Tips to stay focused on fitness
When your holiday to-do list includes everything under the sun, you may find yourself thinking about your gift lists or day dreaming about your office Secret Santa while you're sweating it out at the gym. Though the Christmas season tends to turn you into a multi-tasking machine, during your workout, staying focused while you exercise will help you get the best results from your workouts.
Do away with distractions
The Christmas holiday season certainly poses obstacles to tune in to your body, breathing and movements, but there are other fitness hindrances that can also sap the effectiveness of your workouts. These hindrances may even be things you do in hopes of enhancing your exercise. To help you do away with distractions and reach your fitness goals, fitness expert Kelli Calabrese suggests getting rid of the following fitness-sabotaging "extras" and practice mindful exercise.
Move to the right tunes
Calabrese says while listening to music may help you increase the duration of exercise, skip the music with a slow beat. "A faster beat could actually increase the rate of the exercise, especially during cardiovascular exercise," the fitness expert explains. "Our natural tendency is to move to the rhythm or beat of the music so if you want to exercise longer and faster, listen to more upbeat music."
Bottom line: Download songs with a fast tempo, or for a holiday kick, play songs like Mariah Carey's upbeat All I Want For Christmas. (Or try one of these top workout playlists)
Be selective about your fitness buddies
Gossiping and exercise don't go hand in hand, and not all friends make beneficial fitness buddies. It may pay to be a bit selective. "Knowing a buddy who is committed to exercise makes you less likely to skip your session," says Calabrese. "Also, choosing a partner whose fitness level and experience is slightly higher than yours will push you to improve your own level of fitness versus exercising with someone with a lower level and motivation for exercise."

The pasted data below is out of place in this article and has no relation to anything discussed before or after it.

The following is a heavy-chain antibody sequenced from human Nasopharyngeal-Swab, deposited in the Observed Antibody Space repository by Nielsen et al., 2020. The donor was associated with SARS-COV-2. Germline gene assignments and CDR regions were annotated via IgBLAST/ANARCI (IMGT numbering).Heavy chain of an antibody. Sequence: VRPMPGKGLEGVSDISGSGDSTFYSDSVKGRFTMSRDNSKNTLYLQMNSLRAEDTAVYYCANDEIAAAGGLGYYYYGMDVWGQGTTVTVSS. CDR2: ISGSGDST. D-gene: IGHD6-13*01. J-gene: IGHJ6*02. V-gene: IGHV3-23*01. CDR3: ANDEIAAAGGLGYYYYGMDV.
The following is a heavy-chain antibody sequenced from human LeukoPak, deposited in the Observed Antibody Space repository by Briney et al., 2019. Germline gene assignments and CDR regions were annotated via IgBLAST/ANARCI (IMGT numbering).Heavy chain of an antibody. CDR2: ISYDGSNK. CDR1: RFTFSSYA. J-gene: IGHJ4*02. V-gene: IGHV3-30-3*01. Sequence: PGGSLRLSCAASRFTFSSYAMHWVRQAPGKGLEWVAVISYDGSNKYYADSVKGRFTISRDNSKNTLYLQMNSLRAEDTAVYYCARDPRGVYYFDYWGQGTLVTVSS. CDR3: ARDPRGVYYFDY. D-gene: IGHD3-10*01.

If you find that your buddy is too unreliable, rests too much, talks too much or you can't agree on the terms, like deciding on the location, time, type of workout, it may time to go it alone or find a new exercise wingman. "The partner you choose will make all of the difference in your success or failure in working out and reaching your goals," says Calabrese.
Bottom line: Opt for a fitness friend who is disciplined because this will help you keep your focus.
Keep conversations brief
Whether you have a workout partner or exercise with a group, don't let your socializing be a roadblock to your fitness goals. "For those who are more advanced exercisers and split their routines up so that they have a long endurance day (such as training for a marathon) it helps to have a partner, and when you know the intensities are targeted to be lower, the conversation helps the time go by," explains Calabrese. "That is one of the reasons that people join running and cycling clubs. The camaraderie is important."
But, as a rule of thumb, Calabrese notes that you should be able to say a sentence or two while you are working out, but if you are carrying on a conversation, you are probably not working hard enough.
Bottom line: When working out with others, tune in to your physical activity and limit your conversations.
Leave the TV off
Do you catch up on your soaps or sitcoms while running on the treadmill or doing the elliptical? Watching television while working out is proven to help people work out longer, however intensity is almost always lower. "You may want to save the TV watching for days that you need a longer cardio workout, but the intensity is not as high," Calabrese advises. "It's easy to get lost in the programming and lose sight of how hard you are working."
Bottom line: Keep viewings of The Grinch or Elf for a cozy couch session, not your workout.
The more important point: Just exercise
If the thought of exercising without your favorite distractions is enough to make you skip your workout, by all means, continue to use them, just be aware that you may not get the reach the fitness goals you are striving towards. However, the most important point is you will still be exercising.
"People need to do whatever it's going to take to exercise regularly," Calabrese says. "If that means music or a friend or the TV, they should plan for it, however they should also take into account their goals, results and intensity. If they are meeting their health needs with moderate exercise, those options work fine." However, if you want to become more competitive and accelerate results, you also need to make sure you are not sacrificing your workout intensity.